How to Switch Careers With the Help of an Outplacement Service

· by Julie Blackmon

Julie is one of our Career Transition Coaches in our Outplacement group. She brings over 10 years of recruiting experience to her role. Julie has been with HTI since 2011.
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How to Switch Careers with the Help of an Outplacement Service

In our outplacement services, it’s interesting to see how many people start off thinking “Gosh, it would be nice to not do engineering/procurement/accounting, but I just don’t know how to do that”. It’s one of the more unique challenges we see in the outplacement world, but, luckily, switching careers is something we have a good bit of experience in.

First – set your priorities.

This is the really hard work that no one can do but you. Only you can look inside yourself and identify what types of things interest you, what challenges you enjoy and what types of environments you thrive in. You will also need to do a good bit of work on your budget to determine where you need to be for a new position to be a fit for you and your family.

    • Career assessments, like the KUDAR or other similar tests, might be able to help you narrow down some specific fields that you might need to research.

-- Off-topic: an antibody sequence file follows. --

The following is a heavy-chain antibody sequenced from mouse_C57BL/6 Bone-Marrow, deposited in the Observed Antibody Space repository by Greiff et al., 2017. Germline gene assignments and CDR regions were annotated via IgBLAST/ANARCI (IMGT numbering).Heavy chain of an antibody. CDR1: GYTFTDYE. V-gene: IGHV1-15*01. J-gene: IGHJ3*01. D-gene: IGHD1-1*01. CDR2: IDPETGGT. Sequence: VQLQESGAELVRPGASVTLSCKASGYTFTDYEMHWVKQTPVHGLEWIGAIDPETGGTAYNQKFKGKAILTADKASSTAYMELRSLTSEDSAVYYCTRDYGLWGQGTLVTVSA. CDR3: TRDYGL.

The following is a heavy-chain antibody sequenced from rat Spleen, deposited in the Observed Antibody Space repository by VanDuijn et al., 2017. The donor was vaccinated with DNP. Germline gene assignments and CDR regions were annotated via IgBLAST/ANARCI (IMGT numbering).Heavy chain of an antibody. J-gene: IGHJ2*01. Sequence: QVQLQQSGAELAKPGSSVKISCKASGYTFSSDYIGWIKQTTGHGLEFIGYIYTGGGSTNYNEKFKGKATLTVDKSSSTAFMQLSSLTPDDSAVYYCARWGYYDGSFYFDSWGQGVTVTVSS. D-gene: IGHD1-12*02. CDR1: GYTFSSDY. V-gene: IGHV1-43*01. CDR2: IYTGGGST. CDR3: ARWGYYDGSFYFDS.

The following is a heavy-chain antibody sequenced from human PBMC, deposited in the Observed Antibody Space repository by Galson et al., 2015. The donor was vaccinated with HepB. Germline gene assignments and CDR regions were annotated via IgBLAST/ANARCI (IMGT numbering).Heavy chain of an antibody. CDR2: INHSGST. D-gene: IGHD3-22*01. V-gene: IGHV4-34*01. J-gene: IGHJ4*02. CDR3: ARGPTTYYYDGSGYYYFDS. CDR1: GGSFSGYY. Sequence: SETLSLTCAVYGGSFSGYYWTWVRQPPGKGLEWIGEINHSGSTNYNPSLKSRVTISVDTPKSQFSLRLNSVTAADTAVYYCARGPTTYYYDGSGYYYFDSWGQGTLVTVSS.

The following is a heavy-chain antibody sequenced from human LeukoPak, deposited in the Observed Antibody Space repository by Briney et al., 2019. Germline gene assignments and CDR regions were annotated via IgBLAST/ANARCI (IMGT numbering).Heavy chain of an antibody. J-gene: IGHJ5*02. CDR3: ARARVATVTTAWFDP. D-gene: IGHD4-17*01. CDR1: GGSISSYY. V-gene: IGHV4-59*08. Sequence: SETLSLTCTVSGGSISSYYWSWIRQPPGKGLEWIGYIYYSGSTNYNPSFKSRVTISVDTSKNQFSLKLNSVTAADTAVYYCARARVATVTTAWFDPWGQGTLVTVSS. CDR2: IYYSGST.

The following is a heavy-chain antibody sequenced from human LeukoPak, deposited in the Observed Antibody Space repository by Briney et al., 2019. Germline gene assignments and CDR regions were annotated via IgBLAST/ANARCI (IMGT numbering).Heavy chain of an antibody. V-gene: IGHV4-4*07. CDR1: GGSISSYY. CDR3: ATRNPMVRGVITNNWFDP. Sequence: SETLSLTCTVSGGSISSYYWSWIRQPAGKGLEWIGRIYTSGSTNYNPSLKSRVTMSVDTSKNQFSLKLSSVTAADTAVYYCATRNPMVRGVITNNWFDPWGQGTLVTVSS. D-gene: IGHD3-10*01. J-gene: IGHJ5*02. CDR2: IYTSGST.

Write a KILLER resume and cover letter.

Ok – So you have a target position, or maybe a few. Now, you must write a resume that speaks to that new position. Think about what skills you use in your current position that would easily translate into your desired field. This important step is key to a successful career transition. Here’s an example –

    • Example – An elementary teacher wants to move into HR. Those are two very different fields, but let’s look at translatable skills. In teaching, you are constantly working with different groups of people (students, parents, administrators) to achieve goals (increasing reading levels, standardized testing metrics, etc.). A teacher has to work through conflict, which is a great ‘soft’ skill necessary for HR. Focus on putting those excellent skills up at the top of the bullet points under teaching, as well as being sure to weave those into an objective or professional summary at the top of your resume.
    • Let’s talk cover letters. In most cases, I advise against them, because as a recruiter, I don’t typically read cover letters. But, there are always a few exceptions to the rule, and switching career fields is one of those. A cover letter is the place to help a potential new employer connect the dots between your old field and the field you desire.

Leverage your connections.

This is where the rubber meets the road. A lot of times, a company doesn’t want to take a chance on an unproven person switching career fields. However, a referral from someone within the company or an introduction from someone outside of the company can help that company think outside the box for filling their job. Here at HTI, we love to look for unique opportunities to make introductions and connections to help our outplacement participants thrive.

Switching careers is never easy, and there will always be some tradeoffs, but hopefully this gives you some direction on your new direction.